Those mothers saw me as not really a woman.
Or worse, they didn’t see me at all.
Then I turned 50, and my body agreed. I had to accept that I was too old. It wouldn’t happen. My breasts would never produce milk. My womb closed. My chance gone.
I was forever excluded.
But now. Finally. I get it.
I get it after watching my step-daughter’s body expand over the months. After watching her endure the rigors of pregnancy, the indignities of childbirth, the uncertainty of complications. After seeing the all-consuming task of caring for an infant. After imagining him growing through other stages, knowing she is his primary lifeline.
I get it as I hold my step-grandson. Admire his button nose. Watch his tiny hand grip my finger. Feel the rhythm of his baby breath as he lays on my chest. Hope that rhythm doesn’t freakishly stop on my watch.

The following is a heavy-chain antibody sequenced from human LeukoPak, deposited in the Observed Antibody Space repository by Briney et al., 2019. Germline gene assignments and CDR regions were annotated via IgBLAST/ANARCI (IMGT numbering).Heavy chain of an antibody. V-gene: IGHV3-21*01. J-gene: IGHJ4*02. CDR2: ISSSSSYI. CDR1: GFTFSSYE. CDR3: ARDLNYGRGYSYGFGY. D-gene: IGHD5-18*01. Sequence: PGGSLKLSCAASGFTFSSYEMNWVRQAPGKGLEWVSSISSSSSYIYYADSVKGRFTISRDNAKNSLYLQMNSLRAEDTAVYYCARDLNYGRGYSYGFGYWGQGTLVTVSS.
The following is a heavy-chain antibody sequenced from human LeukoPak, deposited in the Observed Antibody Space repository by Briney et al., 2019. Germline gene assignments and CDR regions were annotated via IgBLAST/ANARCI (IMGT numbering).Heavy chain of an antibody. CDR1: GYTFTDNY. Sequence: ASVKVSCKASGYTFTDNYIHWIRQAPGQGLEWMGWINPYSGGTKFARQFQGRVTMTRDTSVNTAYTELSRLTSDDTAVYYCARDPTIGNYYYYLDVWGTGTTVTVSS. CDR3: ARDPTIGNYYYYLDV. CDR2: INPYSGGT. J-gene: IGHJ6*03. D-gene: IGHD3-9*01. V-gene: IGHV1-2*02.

I can see now why women who’ve gone through pregnancy and childbirth exclude me, even if unintentionally.
Only someone who has gone through it really knows.
My pain, I know, doesn’t compare to the pain of childbirth, to the pain of watching your children grow, to the pain of constant worry. Nor does it compare to the pain of trying for years unsuccessfully. Or the pain of loss.
But that doesn’t make my pain easier.
I know that I’m lucky. Lucky to have married someone with grown children. Lucky to have a step-grandchild. Others don’t even get that.
But I wonder: How can I call myself a grandmother when I wasn’t a mother? How do I deserve the sweet bliss of grandparenting when I’m not part of the club? A club I understand a little better now, a club I’ve peeked into a little closer. But a club I am not a part of. I feel my outsider status even more intensely.
I am fully a woman. But I’m not in the club. And never will be.
Given that her parents met in a library, it is no surprise that Catherine Rossi owned a library card at age 4. After graduating from the University of Michigan, she had a lengthy tech career, where she wrangled words and people as frequently as code and data. She frequently writes about strong, single women, inspired by decades of bad dates. Read more about her at https://catherinerossi.com.